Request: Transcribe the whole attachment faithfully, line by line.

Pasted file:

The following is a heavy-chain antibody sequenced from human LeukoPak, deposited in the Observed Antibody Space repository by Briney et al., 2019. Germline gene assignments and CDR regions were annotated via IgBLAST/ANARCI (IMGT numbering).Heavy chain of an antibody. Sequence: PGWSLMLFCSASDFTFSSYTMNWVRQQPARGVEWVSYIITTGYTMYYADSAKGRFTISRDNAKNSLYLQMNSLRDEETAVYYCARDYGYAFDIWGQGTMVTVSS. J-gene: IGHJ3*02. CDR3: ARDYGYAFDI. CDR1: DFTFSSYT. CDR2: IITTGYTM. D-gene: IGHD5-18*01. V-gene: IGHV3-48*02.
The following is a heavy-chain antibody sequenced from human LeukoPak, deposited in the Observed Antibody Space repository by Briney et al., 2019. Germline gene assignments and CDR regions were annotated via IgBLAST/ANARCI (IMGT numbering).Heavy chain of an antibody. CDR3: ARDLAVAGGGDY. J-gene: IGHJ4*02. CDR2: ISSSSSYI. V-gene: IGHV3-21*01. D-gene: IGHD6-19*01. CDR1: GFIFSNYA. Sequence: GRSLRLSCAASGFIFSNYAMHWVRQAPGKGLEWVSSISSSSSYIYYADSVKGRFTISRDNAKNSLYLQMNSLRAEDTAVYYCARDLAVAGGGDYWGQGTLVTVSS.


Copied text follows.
The following is a heavy-chain antibody sequenced from human LeukoPak, deposited in the Observed Antibody Space repository by Briney et al., 2019. Germline gene assignments and CDR regions were annotated via IgBLAST/ANARCI (IMGT numbering).Heavy chain of an antibody. Sequence: PGWSLMLFCSASDFTFSSYTMNWVRQQPARGVEWVSYIITTGYTMYYADSAKGRFTISRDNAKNSLYLQMNSLRDEETAVYYCARDYGYAFDIWGQGTMVTVSS. J-gene: IGHJ3*02. CDR3: ARDYGYAFDI. CDR1: DFTFSSYT. CDR2: IITTGYTM. D-gene: IGHD5-18*01. V-gene: IGHV3-48*02.
The following is a heavy-chain antibody sequenced from human LeukoPak, deposited in the Observed Antibody Space repository by Briney et al., 2019. Germline gene assignments and CDR regions were annotated via IgBLAST/ANARCI (IMGT numbering).Heavy chain of an antibody. CDR3: ARDLAVAGGGDY. J-gene: IGHJ4*02. CDR2: ISSSSSYI. V-gene: IGHV3-21*01. D-gene: IGHD6-19*01. CDR1: GFIFSNYA. Sequence: GRSLRLSCAASGFIFSNYAMHWVRQAPGKGLEWVSSISSSSSYIYYADSVKGRFTISRDNAKNSLYLQMNSLRAEDTAVYYCARDLAVAGGGDYWGQGTLVTVSS.